13 November 1891: Club recreatedThe club was recreated. This has since been adopted as the official date of foundation. 1892: First boardAn official board was installed in the club. 1894: Football Club Brugeois Club created by 16 old members of Brugsche FC. 1895: Vlaamsche Football Club de Bruges Club created in the city. 1895–96: the UBSSA set up in 1895. and they went to the UBSSA and took part of the first Belgian national league. 1896: Leaving the UBSSAFinancially it was difficult for FC Brugeois and so after only one year they had to leave the UBSSA. 1897: Fusion FC Brugeois joined Brugsche FC but they continued under the name Football Club Brugeois. 1902: New fusion Vlaamsche FC joined FC Brugeois. 1912: De KlokkeThey moved to a new stadium named "De Klokke". 1913–14: First cup finalFC Brugeois reached their first Belgian Cup final but they lost 2–1 from Union SG. 1920: First time league championsThe club became for the first time champions of the first division. 1926: Royal Football Club Brugeois The club get number 3 as their matricule number and in the same year they get the royal title.
1928: First relegationA first low when the club was relegated to the second division. 1930: New statutePresident Albert Dyserynck changed the club's statute into a non-profit association. 1931: Albert DyserynckstadionWhen president Albert Dyserynck died they honoured him by changing the stadium's name into Albert Dyserynckstadion. 1959: Permanent to the first divisionRFC Brugeois promoted to the first division and never relegated again in the future. 1968: First time cup winnersThey won the Belgian Cup for the first time against Beerschot AC. 1972: Club Brugge Koninklijke Voetbalvereniging The club changed their name into the Flemisch name Club Brugge KV 1975: OlympiastadionThey moved from Albert Dyserynckstadion to Olympiastadion. 1976: Highest position in UEFA CupUnder Austrian coach Ernst Happel, Club Brugge reached the finals of the UEFA Cup and lost against Liverpool. 1978: Only Belgian European Cup 1 finalistsStill under Ernst Happel, the club faced Liverpool again of a European final.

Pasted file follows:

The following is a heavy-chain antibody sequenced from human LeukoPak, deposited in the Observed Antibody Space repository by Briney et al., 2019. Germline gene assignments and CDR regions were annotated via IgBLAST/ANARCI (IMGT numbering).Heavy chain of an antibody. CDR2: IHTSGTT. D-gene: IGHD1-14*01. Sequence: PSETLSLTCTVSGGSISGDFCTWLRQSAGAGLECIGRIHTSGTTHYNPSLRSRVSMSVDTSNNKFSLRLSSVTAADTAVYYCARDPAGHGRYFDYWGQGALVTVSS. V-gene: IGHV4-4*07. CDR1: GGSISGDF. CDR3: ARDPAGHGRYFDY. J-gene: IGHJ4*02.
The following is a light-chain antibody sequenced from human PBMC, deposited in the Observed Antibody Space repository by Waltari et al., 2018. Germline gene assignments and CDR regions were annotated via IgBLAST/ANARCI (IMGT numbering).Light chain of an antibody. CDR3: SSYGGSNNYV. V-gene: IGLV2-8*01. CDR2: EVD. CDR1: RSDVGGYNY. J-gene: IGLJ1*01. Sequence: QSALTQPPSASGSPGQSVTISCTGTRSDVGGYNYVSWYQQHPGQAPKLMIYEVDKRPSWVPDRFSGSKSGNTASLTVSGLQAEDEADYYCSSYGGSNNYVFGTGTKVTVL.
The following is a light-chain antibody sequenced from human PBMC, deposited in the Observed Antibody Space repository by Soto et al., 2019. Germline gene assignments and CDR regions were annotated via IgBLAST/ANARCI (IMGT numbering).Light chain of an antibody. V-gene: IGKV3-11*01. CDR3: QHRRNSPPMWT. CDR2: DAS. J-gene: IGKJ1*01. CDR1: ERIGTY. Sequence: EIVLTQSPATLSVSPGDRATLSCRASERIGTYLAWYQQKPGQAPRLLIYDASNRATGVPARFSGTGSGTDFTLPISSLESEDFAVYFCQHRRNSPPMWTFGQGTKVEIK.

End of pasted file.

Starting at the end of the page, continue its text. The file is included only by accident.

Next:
This time it was in the European Champions Clubs' Cup final. And again they lost. Club Brugge is the only Belgian club that has reached the finals of the European biggest competition. 1992: First goal scorer in the Champions LeagueDaniel Amokachi is the first goal scorer in the Champions League. He scored against CSKA Moscow. 1998: Jan BreydelstadionOlympiastadion had to be expanded for the EURO 2000 organisation. They changed the name into Jan Breydelstadion. 2006: CLUBtvClub Brugge was the first Belgian club to create its own TV channel. The club don a blue home kit as has been traditional through their history. Away from home they wear a red strip; the clubs kit supplier is Macron. Club Brugge is the most supported club in Belgium, it has fans all over the country. Attendances are high; the Jan Breydel Stadium is sold out at every home game. Some of these fans are part of 62 supporter clubs in Belgium; the "Supportersfederatie Club Brugge KV", founded in 1967, is recognized as the official supporters club of Club Brugge.
In tribute the fans dubbed the twelfth man in football, Club Brugge no longer assigns the number 12 to players. Club Brugge has a TV show, CLUBtv, on the Telenet network since 21 July 2006; this twice weekly show features exclusive interviews with players and managers. The official mascot of Club Bruges is symbol of the city of Bruges; the history of the bear is related to a legend of the first Count of Flanders, Baldwin I of Flanders, who had fought and defeated a bear in his youth. Since the end of 2000, a second mascot, always a bear, travels along the edge of the field during home games for fans to call and encourage both their favorites; these two bears are called Bene. In 2010, a third bear named Bibi, made its appearance, he is described as the child of the first two mascots, is oriented towards the young supporters. Like many historic clubs, Club Brugge contests rivalries with other Belgian clubs, whether at local or regional level. At regional level, Club Brugge has maintained rivalry with a team in the neighboring province.
The successes achieved by Club Bruges in the early 1970s, combined with poor season performances by Gent in the same period, attracted many fans. Since the late 1990s, Gent again played a somewhat more leading role in Belgium, matches against Club Brug